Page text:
Discussion in 'Other Conflicts' started by DancingLady, Nov 21, 2014.

  1. DancingLady

    DancingLady Member

    What are your thoughts on Napoleon?
    He was a very brilliant leader that made France a powerful nation, but he caused much destruction throughout Europe and ultimately was defeated.

    If you are familiar with Waterloo, what is your opinion of that battle and it's outcome?
  2. Allison

    Allison Member

    Napoleon was a brilliant general. His military strategies are discussed in history classes today.
    It has been arguable that one of his most historic mastermind tactics was creating a fifth column in Russia. He organized people sympathetic to the French who were I believe Russians. They were secretly ready to assist Napoleons invading army.
  3. Interrogator#6

    Interrogator#6 Active Member

    Buonaparte was undoubtedly a brilliant, dynamic and energetic leader. It is said, also, that he had the ability to focus his attention to one problem at a time, address it, then move on to another topic. He was able to keep multiple secretaries and stenographers busy with his dictations and letters. And forget not that even today France (and Lousianna) use the 'Code Napoleon' as a basis for their legal system.

    But he made enemies. Most of Europe regarded him as a monster.

    Regarding Waterloo -- he won the battle marginally had the action stopped at 5pm. At 7pm the Prussians marched onto the field of battle and turned his victory into defeat.
  4. Interrogator#6

    Interrogator#6 Active Member

    We are now in the TWO HUNDRETH Anniversary of Napoleon's Hundred Days. He and his entourage escaped Elba on 1 March. Between then and the 15th of June he reconquered France, recruited a new Army, and damn near caught the Allies napping.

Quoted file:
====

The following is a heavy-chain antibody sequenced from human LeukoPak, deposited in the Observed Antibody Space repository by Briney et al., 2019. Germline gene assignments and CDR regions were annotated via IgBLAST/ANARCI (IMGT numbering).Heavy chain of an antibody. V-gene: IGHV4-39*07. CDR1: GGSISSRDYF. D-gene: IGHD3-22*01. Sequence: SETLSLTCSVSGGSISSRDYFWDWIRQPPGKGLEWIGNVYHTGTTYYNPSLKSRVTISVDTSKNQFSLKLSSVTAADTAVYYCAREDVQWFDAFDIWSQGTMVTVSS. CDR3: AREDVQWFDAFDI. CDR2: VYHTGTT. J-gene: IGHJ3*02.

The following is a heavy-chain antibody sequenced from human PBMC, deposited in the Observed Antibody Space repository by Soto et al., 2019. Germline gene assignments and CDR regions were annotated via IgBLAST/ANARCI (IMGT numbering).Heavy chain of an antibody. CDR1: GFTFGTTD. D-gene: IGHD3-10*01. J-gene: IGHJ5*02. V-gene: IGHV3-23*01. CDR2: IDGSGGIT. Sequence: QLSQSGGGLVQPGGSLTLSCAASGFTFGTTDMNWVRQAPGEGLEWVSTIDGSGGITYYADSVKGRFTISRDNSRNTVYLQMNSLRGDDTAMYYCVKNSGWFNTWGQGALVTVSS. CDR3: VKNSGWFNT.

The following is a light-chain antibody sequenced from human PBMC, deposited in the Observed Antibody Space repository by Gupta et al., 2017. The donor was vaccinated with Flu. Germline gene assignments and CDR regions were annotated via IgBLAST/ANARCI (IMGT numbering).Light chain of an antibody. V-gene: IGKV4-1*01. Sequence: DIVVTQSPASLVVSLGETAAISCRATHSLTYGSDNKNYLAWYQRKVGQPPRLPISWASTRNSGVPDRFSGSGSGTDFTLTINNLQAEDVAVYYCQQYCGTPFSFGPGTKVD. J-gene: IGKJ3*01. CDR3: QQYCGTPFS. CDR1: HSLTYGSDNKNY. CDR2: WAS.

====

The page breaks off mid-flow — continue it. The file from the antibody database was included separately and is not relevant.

Exciting times. But I hear NOTHING in the American Media.
  5. LilAnn

    LilAnn New Member

    He wasn't short for the time period he lived in. That was a myth. As far as his skills on the battlefield? He was definitely a genius. For a foreign general to receive recognition, in another country, 200 years later, he is either a HUGE goof up, or he was good enough to be worth remembering.
  6. Interrogator#6

    Interrogator#6 Active Member

    As I understand it, Napoleon WAS short, but only marginally. If the mean height was, err, 5'6", N. was 5'4", or not significantly below the average. Many of his external enemies politically called him short for political reasons, just as the French king was portrayed as a pear or an egg-plant in political cartoons, to ridical. In the drawings of the day much was done to smear him which was unjust -- like pictures of an American president as a ape or a nazi.
    LilAnn likes this.
  7. LilAnn

    LilAnn New Member

    lol, this brings to mind, "children can be so cruel". He has an entire mental condition named after him because of his height. And this many centuries later, people still talk about him being short. Poor guy! haha
  8. vashstampede

    vashstampede Active Member

    Most people seem to forget that the average height was way shorter back then. Humans have been growing in size in the last a 100 years or so due to better nutrition.

    I am 5'11, and when I visited an old fort from 1800s, I found the soldiers' beds were too short to fit me. It was clear that most people back there were "short" by today's standards.

    It is like people are making fun of Putin for being "short". He is actually average height for his generation too (in Russia anyway).

Share This Page